Posted about 11 hours ago by Jasem Mutlaq (KNRO)
KStars 2.9.8 is released for Windows, MacOS, and Linux. It is a hotfix release that contains bug fixes and stability improvements over the last release.This marks the last release of the 2.x series, the next KStars release shall be ... [More] v3.0.0Highlights: + Eric Dejouhanet fixed several issues in the Ekos scheduler to enable running duplicate jobs. + Pino Toscano fixed many problematic i18n strings that accumulated over the years. + Csaba Kertesz improved KStars Lite android build process and fixed touch support. + Andy Galasso fixed several issues with Ekos PHD2 support. + Wolfgang Reissenberger fixed logging out in capture module.+ Yuri Chornoivan fixed minor EBN issues.+ Using Max RMS value as the threshold to abort the guider instead of maximum pulse length. [Less]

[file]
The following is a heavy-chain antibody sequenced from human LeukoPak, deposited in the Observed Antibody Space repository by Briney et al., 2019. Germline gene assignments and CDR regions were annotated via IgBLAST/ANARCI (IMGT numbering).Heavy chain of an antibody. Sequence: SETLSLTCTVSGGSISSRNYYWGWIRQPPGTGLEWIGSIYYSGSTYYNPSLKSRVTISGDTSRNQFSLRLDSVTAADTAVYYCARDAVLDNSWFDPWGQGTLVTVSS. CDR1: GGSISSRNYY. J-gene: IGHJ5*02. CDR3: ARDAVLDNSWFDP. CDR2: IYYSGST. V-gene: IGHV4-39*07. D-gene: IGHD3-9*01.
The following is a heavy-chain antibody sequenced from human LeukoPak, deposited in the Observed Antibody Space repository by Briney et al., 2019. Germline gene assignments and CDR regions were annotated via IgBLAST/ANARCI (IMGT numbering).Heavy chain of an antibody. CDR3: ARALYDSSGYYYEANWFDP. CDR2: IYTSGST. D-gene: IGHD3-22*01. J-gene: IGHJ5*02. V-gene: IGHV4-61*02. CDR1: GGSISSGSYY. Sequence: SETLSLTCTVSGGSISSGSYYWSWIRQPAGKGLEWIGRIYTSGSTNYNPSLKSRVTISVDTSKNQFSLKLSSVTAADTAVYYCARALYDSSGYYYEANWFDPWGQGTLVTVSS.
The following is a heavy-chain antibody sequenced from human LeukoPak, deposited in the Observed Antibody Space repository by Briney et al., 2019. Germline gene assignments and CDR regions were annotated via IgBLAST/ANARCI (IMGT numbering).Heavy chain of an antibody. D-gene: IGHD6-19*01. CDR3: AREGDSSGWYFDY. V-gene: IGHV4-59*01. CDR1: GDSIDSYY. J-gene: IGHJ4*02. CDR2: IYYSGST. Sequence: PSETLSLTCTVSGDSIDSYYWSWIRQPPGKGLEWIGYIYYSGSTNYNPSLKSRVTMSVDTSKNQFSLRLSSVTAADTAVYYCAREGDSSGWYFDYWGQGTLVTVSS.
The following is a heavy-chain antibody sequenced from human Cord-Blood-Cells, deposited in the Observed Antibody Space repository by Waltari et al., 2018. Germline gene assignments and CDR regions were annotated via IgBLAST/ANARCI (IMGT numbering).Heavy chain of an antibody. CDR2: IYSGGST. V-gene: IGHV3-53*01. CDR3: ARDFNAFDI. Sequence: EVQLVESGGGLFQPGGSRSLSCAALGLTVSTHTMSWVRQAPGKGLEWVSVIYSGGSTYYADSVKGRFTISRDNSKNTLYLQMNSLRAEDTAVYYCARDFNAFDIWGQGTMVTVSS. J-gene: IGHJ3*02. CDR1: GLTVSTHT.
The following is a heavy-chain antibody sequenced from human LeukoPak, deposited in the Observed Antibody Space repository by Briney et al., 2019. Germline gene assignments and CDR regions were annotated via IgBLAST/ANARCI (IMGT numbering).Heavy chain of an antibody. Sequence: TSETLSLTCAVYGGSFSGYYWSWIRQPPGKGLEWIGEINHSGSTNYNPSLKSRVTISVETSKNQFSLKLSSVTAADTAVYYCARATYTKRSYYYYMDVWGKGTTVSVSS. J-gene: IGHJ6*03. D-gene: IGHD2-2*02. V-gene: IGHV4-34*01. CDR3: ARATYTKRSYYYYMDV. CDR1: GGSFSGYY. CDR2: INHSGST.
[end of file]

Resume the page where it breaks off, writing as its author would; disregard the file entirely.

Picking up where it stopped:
Posted about 12 hours ago by Volker Krause